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Real Deal

Real Deal: The Case of the Costly Conundrum




Editor’s Note: Real Deal scenarios are inspired by true stories, but are changed to sharpen the dilemmas involved. The names of the characters and stores have been changed and should not be confused with real people or places.

Dr. Ed Duffy was convinced that he was among the last of a dying breed. He was the only independent “family doctor” left in town, and he was loyal — to his patients, to his suppliers, to his country club and Rotary friends, and to the local merchants with whom he’d done business throughout his 78 year life.

Peggy Clayberg, owner of John J. Clayberg Jewelers, loved customers like Ed. Her grandfather had sold Ed his first engagement ring 53 years ago. Her father sold him the steel and gold Rolex he bought as a 40th birthday present for himself back when the store still carried the brand, and Peggy herself sold him the 3-carat stunner he bought for his second wife back in 1996. As she thought about it now, she really hadn’t seen much of Ed since he and his wife had that ring re-designed for their 10th anniversary.

Peggy was delighted to see Ed back in March of last year when he brought his prized Rolex in to replace its badly scratched crystal. She gave him the option of either sending the watch back to the factory or sending it to Clayberg’s Rolex-certified watchmaker. As he had every time he brought the watch in for routine service, Ed chose to use the repairman. He’d always been satisfied with the quality of work, and the cost was about half that of the factory. This time, Peggy’s repairman quoted $290 for the job, while the cost from the factory would have been $600. Peggy found it a bit odd that Ed took issue with the normal six-week turnaround time on the service, since he’d never objected in the past — but once she explained the time needed for the work itself as well as for the pressure testing, he seemed to be fine.

Ed picked his watch up in mid-April and was happy, as usual, to have it back. It looked great, and worked perfectly. All appeared to be well until late October, when he came back into the store, obviously upset. He handed Peggy his watch and demanded that she send it back for repair — at her expense. When Peggy looked at the watch, she could see water under the crystal, and rust on the dial. When she took the back off, water literally poured out of the watchcase. She noticed that the crown was unscrewed and pulled out. When she asked what happened, Ed explained that he’d just returned from a Caribbean vacation where on the second day of the trip, as usual, he wore his watch in the pool. He was extremely unhappy when he noticed that water had somehow leaked in. He kept the watch in the hotel safe for the rest of the two-week trip, and brought it in as soon as he got home. When Peggy pointed out the opened crown, Ed hesitated, then insisted that it was screwed down, but that he opened it up to try to get some of the water out.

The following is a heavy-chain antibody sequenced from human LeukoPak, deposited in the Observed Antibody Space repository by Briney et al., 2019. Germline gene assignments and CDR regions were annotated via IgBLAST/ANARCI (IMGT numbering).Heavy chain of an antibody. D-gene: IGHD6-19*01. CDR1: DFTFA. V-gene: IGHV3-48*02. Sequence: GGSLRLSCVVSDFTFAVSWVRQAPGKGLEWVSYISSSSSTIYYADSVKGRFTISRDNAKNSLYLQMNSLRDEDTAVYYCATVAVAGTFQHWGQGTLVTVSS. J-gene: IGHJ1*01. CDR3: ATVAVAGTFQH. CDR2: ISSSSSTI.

Peggy agreed to take the watch in, but explained that she could make no commitment with regard to cost until she spoke to her watchmaker. Ed made it clear that he was expecting the repair to be done at no cost to him, and that he expected it to be done at the Rolex factory, since the repairman obviously didn’t do it right last time.

After examining the watch, the watchmaker told Peggy that the movement was totally rusted, and that the reason for the damage was a hairline crack in the crystal around the bezel that had probably been caused by a sharp blow. The watchmaker said he was certain that the crystal was not cracked when the watch was pressure-tested after the crystal was replaced. Ed, however, was insistent he had done nothing to damage the watch, and that the problem was caused by the watchmaker’s “incompetence.”

All Peggy knew for certain was that a reconditioned, previously owned Rolex to duplicate Ed’s destroyed watch would cost her at least $2500 — not much more than her watchmaker would charge for a new movement and crystal. At Ed’s insistence, she sent the watch on to Rolex factory service and was waiting for their estimate for repair.

The BIG Questions
Ed has been a good customer of the store for years. Despite the fact that the damage to the watch was clearly his fault, should Peggy just take care of it? As a customer, Ed is near the end of his buying cycle. Is the $2,500 it will likely cost to remedy the situation bigger than the value of his future business? Should Ed be treated differently than a customer more likely to buy more from the store in the future? By challenging Ed, is Peggy risking his goodwill and that of all of his country club and business connections? When is principle more significant than the potential money attached?
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